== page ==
The universe is not helping me on my stashbusting mission. First, the Goodwill windfall. Next, a fellow raveler decided to give away some of her own stash, and I was the lucky recipient of another windfall. Then, I discovered DBNY. Lastly, I was poking through a closet yesterday, opened a project bag I haven’t seen in a while, and found several skeins of different yarns (as well as four out of five of my US 3 dpns). Guys, this was pretty cool. Not only could I really use those dpns, but some of the yarn? Awesome! An untouched skein of Noro Silver Thaw! There was some other stuff in there, too–some kitchen cotton, some higher quality DK cotton, some sock yarn, a couple of other random things. But brand new Noro? Beautiful. I love Noro yarns, both for the long long long color repeats and for the interesting and often luxurious fiber blends. So now I just have to figure out what to do with it…

noro silver thaw

What I actually thought I might find in that project bag was my copy of The Knitter’s Book of Finishing Techniques by Nancie M. Wiseman. I bought it many years ago and have used almost every page. I can’t find it currently and it’s driving me nuts. I’ve had to resort to the internet for questions about technique selection, finishing tips and the like, and it can be really hard to track down a good source. I like the book a lot because for each topic, several different options are discussed and the pros and cons are listed for each. The silver lining in this is that a week or two ago while looking for a decent comparison of cast ons for ribbing, i stumbled across this little gem: Tillybuddy’s very stretchy cast on for single or double rib. I used it for the project I was working on (Capucine), then for the next project (Bel et Bon mitts), then for the next and…you get the picture. If you haven’t used it before, I would highly recommend trying it. It’s good for anything with 1×1 or 2×2 rib, is very stretchy and is very fast and easy. And, it doesn’t require doing a long tail anything! I always misjudge the amount of yarn needed for those and end up either short or wasting some. So yeah, check it out.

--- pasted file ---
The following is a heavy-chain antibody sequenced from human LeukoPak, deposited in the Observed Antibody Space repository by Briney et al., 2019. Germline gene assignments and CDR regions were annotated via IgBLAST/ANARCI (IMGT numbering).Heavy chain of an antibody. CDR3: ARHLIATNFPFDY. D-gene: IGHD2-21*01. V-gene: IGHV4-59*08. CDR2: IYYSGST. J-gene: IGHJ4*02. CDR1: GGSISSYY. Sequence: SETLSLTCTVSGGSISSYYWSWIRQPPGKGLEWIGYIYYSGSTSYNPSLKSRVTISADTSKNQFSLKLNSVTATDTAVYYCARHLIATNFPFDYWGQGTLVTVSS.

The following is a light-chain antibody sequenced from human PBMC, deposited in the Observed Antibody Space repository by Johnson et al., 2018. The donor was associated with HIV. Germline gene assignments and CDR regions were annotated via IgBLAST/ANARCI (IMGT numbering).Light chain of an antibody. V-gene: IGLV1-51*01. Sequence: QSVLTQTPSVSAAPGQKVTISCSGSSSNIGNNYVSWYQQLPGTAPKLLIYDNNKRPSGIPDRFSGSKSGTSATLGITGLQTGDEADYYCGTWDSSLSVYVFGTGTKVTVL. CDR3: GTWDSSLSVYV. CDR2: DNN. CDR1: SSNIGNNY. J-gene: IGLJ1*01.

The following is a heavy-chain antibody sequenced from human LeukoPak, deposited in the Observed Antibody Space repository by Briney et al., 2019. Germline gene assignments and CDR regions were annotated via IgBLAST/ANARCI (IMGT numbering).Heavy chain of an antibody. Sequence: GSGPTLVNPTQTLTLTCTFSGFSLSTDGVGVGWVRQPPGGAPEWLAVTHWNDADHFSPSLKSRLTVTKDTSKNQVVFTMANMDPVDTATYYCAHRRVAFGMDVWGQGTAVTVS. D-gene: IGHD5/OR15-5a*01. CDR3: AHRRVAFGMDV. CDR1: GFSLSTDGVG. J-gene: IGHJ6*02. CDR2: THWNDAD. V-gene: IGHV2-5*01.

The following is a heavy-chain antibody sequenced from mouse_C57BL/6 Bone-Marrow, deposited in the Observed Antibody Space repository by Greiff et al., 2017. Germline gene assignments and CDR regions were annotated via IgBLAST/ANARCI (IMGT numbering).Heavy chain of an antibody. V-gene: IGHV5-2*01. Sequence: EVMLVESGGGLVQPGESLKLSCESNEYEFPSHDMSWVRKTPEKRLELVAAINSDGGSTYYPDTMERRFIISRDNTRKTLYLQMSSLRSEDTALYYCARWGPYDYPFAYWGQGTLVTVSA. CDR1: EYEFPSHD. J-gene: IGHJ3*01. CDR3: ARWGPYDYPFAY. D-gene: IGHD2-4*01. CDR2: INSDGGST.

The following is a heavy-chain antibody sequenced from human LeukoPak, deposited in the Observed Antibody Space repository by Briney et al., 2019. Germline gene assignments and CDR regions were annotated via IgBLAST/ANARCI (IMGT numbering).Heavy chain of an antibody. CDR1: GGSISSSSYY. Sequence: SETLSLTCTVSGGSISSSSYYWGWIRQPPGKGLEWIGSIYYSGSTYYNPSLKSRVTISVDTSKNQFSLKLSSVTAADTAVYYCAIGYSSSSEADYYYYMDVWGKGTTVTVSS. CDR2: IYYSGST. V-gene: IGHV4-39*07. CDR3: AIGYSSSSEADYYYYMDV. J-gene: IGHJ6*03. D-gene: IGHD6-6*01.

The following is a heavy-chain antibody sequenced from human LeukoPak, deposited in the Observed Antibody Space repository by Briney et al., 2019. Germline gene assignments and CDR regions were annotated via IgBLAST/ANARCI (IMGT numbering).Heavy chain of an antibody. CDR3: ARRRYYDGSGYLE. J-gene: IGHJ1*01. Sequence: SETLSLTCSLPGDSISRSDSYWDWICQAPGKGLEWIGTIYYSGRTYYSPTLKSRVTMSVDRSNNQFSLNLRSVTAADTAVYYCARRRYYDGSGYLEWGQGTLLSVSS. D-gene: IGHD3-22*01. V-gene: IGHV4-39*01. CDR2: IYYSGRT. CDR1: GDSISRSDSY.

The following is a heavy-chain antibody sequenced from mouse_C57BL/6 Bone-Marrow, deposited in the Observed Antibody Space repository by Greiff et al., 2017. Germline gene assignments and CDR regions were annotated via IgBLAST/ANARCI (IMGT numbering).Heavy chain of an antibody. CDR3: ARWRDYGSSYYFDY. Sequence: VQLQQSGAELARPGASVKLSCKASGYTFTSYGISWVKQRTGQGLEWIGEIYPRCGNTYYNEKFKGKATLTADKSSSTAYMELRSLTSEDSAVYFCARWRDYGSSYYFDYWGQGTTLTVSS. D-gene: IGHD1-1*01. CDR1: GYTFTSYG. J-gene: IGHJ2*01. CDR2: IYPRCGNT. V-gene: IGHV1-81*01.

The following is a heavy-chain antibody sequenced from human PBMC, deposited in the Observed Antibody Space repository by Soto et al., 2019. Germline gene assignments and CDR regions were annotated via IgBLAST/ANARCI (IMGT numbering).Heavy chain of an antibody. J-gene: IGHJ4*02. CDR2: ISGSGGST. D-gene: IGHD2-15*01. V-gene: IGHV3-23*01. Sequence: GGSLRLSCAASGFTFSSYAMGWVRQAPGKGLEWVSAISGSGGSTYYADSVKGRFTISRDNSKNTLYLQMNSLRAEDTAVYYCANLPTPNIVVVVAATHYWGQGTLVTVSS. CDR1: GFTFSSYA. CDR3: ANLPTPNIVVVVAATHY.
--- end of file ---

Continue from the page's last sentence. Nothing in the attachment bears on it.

I still hope I find my book soon. Maybe if I keep looking for it, I’ll find more stashes of Noro or other fiber bonanzas I’ve stored and forgotten about!

Not a Buff update: about half done, give or take. I may make it a little less than the prescribed 20″. But then again, I may not. I’m concocting a ggh tajmahal review post in my head for once it’s done.

The Strangest Thing…